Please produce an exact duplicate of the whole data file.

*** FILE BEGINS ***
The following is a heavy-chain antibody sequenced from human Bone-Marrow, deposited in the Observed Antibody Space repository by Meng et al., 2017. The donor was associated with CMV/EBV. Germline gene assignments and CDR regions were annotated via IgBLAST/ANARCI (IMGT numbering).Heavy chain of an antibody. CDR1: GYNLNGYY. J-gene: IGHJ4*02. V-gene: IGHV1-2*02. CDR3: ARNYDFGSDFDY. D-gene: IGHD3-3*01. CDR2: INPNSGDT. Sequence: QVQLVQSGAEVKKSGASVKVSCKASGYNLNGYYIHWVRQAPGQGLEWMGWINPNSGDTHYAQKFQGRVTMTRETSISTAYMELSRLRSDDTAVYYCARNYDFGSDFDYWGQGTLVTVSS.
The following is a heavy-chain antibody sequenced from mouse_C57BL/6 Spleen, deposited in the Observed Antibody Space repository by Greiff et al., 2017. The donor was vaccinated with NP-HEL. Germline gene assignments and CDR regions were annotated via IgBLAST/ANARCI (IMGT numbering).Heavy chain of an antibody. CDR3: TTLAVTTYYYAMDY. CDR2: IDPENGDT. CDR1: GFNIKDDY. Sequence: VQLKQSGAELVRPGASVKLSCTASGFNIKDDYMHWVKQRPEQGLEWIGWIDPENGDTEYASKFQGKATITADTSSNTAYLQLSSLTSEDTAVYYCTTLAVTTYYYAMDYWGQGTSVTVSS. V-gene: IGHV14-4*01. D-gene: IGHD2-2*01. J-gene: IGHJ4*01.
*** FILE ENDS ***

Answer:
The following is a heavy-chain antibody sequenced from human Bone-Marrow, deposited in the Observed Antibody Space repository by Meng et al., 2017. The donor was associated with CMV/EBV. Germline gene assignments and CDR regions were annotated via IgBLAST/ANARCI (IMGT numbering).Heavy chain of an antibody. CDR1: GYNLNGYY. J-gene: IGHJ4*02. V-gene: IGHV1-2*02. CDR3: ARNYDFGSDFDY. D-gene: IGHD3-3*01. CDR2: INPNSGDT. Sequence: QVQLVQSGAEVKKSGASVKVSCKASGYNLNGYYIHWVRQAPGQGLEWMGWINPNSGDTHYAQKFQGRVTMTRETSISTAYMELSRLRSDDTAVYYCARNYDFGSDFDYWGQGTLVTVSS.
The following is a heavy-chain antibody sequenced from mouse_C57BL/6 Spleen, deposited in the Observed Antibody Space repository by Greiff et al., 2017. The donor was vaccinated with NP-HEL. Germline gene assignments and CDR regions were annotated via IgBLAST/ANARCI (IMGT numbering).Heavy chain of an antibody. CDR3: TTLAVTTYYYAMDY. CDR2: IDPENGDT. CDR1: GFNIKDDY. Sequence: VQLKQSGAELVRPGASVKLSCTASGFNIKDDYMHWVKQRPEQGLEWIGWIDPENGDTEYASKFQGKATITADTSSNTAYLQLSSLTSEDTAVYYCTTLAVTTYYYAMDYWGQGTSVTVSS. V-gene: IGHV14-4*01. D-gene: IGHD2-2*01. J-gene: IGHJ4*01.